PETALUMA, Calif., April 22, 2015 (GLOBE NEWSWIRE) -- The Pentagon is facing a new legal challenge to their refusal to release any data on the controversial Comprehensive Subcontracting Plan Test Program (CSPTP) that has survived over 25 years. The American Small Business League (ASBL) has issued another Freedom of Information Act request for the specific section or page from every plan submitted to the CSPTP by every Pentagon prime contractor that would indicate the firm's company-wide small business subcontracting goal since the program began in 1989.
The ASBL believes the Pentagon will have no legal justification for withholding the information they have requested. They also expect the data to prove the Pentagon has used the CSPTP to cheat small businesses out of billions of dollars in subcontracts since the program began over 25-years ago.
In November of 2014, the ASBL won a case against the Pentagon seeking the latest subcontracting plan submitted to the CSPTP by Sikorsky Aviation Corporation.
The Pentagon has now appealed that case to the 9th Circuit Court of Appeals. In a November 6, 2014 hearing on the Sikorsky case Judge Alsup stated, "and here is the United States covering it up." In a subsequent hearing on January 20, he described the ASBL as being in a "David and Goliath" battle with "big government" and stated, "They are trying to suppress the evidence."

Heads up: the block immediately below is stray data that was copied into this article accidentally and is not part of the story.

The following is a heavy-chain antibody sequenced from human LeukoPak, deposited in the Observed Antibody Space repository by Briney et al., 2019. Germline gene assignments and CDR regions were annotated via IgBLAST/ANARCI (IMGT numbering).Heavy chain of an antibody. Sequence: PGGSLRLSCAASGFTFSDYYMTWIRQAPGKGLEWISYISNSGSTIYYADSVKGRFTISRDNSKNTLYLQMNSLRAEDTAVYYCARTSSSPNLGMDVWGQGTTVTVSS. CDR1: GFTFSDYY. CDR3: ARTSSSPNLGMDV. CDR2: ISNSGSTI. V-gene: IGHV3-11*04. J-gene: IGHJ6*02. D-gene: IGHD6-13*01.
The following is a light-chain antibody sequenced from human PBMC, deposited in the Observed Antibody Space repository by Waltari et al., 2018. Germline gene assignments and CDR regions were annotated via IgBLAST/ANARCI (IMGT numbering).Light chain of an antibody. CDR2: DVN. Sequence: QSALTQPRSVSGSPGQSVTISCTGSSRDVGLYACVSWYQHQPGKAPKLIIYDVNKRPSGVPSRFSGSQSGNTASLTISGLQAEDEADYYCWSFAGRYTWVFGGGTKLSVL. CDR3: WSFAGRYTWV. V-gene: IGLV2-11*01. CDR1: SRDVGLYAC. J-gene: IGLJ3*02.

The Pentagon adopted the CSPTP under the pretense of "increasing subcontracting opportunities for small businesses." In reality the program eliminated all publicly available documents that could be used to verify a prime contractor's compliance with the small business subcontracting goals established by the Small Business Act.
The CSPTP also eliminated any and all penalties prime contractors had previously faced, such as "liquidated damages," for failing to comply with their small business subcontracting goals.
The ASBL believes the Pentagon has refused to release any data on the CSPTP for over 25 years because it would prove the Pentagon has fraudulently eliminated subcontracting opportunities for small business.
In September of 2014, Professor Charles Tiefer released a legal opinion of the CSPTP that stated "The program is a sham and its extension will be seriously harmful to vital opportunities for small business to get government contracting work ... Let it expire."
The Pentagon now has until May 16, 2015 to respond to the ASBL's most recent Freedom of Information Act request on the CSPTP and until May 1 to file their appellant opening brief with the 9th Circuit Court of Appeals in the Sikorsky case.
"It's shocking when you realize the Department of Justice is helping the Pentagon to cover-up evidence of apparent contracting fraud. The information I have requested must be incredibly damaging because it looks like there is nothing they won't do to suppress the evidence. I'm anticipating a classic anti-whistleblower campaign from the Department of Justice against myself and the ASBL," stated ASBL President Lloyd Chapman.
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Source:American Small Business League